I have argued with the Lord about this post.  I don't want to write it.  I want to write a positive, uplifting post that will make you smile or even laugh.  The last thing I want to do today is to write about another "poor pitiful me" moment.  And so, I have put off this post, thinking that perhaps the Lord would change His mind and allow me to write what I want to write.  Well, I can't put it off any longer, and the Lord seems determined that I tell you my story.  I can only trust that He has a reason, so please bear with me as I share another chapter in the "What Else Can Go Wrong?" story that is my life.

A few years ago, you may remember, our truck burned to the ground.  We never figured out why it caught fire.  All we know is that we had driven it earlier in the day, we sat down for dinner that evening, and within the span of a few minutes, the truck went from a drivable vehicle to a charred carcase.  Memorable moment!

During that fire, the heat became so intense that it melted our neighbors siding and cracked a couple of the windows of our house.  Our neighbor's insurance took care of the damages to her home.  Our insurance would have replaced the broken windows in our home, but the deductible was so high that we decided we would live with the cracks.  After all, we had to fork out thousands of dollars for a new vehicle.  We simply didn't have the money to deal with the windows too.

As the months passed, I quickly forgot about the cracked glass.  From time to time I would notice the damaged surfaces, but overall, it was no longer important.  As far as I was concerned, it was just another battle scar that gave our old house character.  (And let me tell you, our house has a lot of character.)

Last week, a severe storm tore through our neighborhood.  The rain pelted against the house, and the wind whipped the trees in every direction.  In fact, the wind was blowing so hard that it was blowing the rain sideways to where the water puddled on our side step and ran in under the door.  It was intense!  And in the midst of that intensity, I heard the shatter and tinkling of crashing glass.  Yep, you guessed it.  The combination of the wind and rain had turned the cracked window into a broken window, which lay in varied-size pieces in the yard and on the door step.  Once we discovered the source of the sound, one word found its way out of my mouth:  "Seriously!"

It had already been one of those weeks.  First the trailer fiasco, then two days of a migraine, then the mortgage company decided to adjust our monthly payment. . .again (and not for the better).  Oh, and the kitchen light decided to go all wonky where only one bulb worked unless you stood on one foot and cocked your head at a twenty-degree angle to the left. (Well, not quite, but you get the point!)  Was that not enough for one week?  Did we really need one more thing to go wrong?  And in that moment, I knew exactly how that piece of glass felt.

I was broken.  I was shattered.  Though cracked from previous trials, I had held firm for as long as I could.  But one storm too many had left me scattered in pieces on the ground.  It was the last straw.  I had had enough, and frankly, I was tired of playing this game.  Everything felt like a cruel joke and, though I knew better, I imagined God, seated on His throne and laughing at my ridiculous predicament.  In the darkness of the storm (both physical and spiritual), I felt completely forsaken.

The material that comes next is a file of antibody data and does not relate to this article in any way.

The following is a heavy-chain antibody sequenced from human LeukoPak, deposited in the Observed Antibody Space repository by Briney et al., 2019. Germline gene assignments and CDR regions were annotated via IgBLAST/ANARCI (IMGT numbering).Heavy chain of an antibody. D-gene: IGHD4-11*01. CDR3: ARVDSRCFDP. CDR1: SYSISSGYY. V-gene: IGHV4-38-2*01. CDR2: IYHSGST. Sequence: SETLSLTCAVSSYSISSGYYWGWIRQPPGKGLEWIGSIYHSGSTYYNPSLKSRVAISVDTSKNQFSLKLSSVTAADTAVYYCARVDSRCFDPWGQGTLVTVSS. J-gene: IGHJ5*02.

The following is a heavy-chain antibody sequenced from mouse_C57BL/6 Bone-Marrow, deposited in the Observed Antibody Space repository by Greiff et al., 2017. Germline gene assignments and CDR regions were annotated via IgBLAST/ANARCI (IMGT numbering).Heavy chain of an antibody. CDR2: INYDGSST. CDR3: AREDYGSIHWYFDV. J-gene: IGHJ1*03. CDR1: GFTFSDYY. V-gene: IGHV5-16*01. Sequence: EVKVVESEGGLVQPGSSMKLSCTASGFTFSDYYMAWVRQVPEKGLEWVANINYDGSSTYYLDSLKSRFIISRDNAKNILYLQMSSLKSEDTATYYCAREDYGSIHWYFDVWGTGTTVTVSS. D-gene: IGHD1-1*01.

By the next morning, though the storm outside had dissipated, the one inside me was billowing at full force.  I felt angry and confused, frustrated and overwhelmed, broken and helpless.  And then I read these words:  "It's not wrong to ask why, but don't stake your happiness or your faithfulness on getting a satisfactory answer."

Isn't that exactly what I was doing?  I was frustrated, angry and uncooperative because God was not explaining His actions to me.  I wanted to know what He was doing.  I wanted to know why He was piling up the trials.  I wanted to see the end result of the suffering.  But God was silent, and the silence infuriated me.  I didn't want quiet; I wanted answers, and furthermore, I felt that I deserved them.  In my despondency, I felt that God owed me an explanation.

But the truth is that He doesn't owe me anything.  I know that now, and actually, I knew it then too.  Funny how quickly what we feel can make us forget what we know.  Romans 8:28 says that we know that all things work together for good for those who love God, but last week, I didn't feel like things were working together for good.  In contrast, it felt like everything was working against me.  And the more I dwelt on those feelings, the deeper I sank into the pit of self-pity.  If only I had dwelt on God's promises instead, I could have saved myself a lot of turmoil.

I don't share this story with you so that you will pity me.  In fact, as I've already stated, I didn't want to share this story at all.  But I choose to believe that someone needed to read this today.  Someone today is feeling just like that piece of glass--broken, shattered, unable to withstand another storm.  To that person, I attest that God is faithful.  Even when times are bad, God is still good.  He is not laughing at our plight but rather catching our every tear.  And while it may seem like all evidence points to the contrary, God is working all things for our good.  Yes, we may be battered and scarred, but God excels at putting the pieces together again, and the end result will be more glorious than we could have ever imagined.

Don't fight it any longer.  Simply place your broken pieces in the hands of the Master and allow Him to finish His perfect work in you.

The Lord will perfect that which concerneth me: thy mercy, O Lord, endureth for ever: forsake not the works of thine own hands. - Psalm 138:8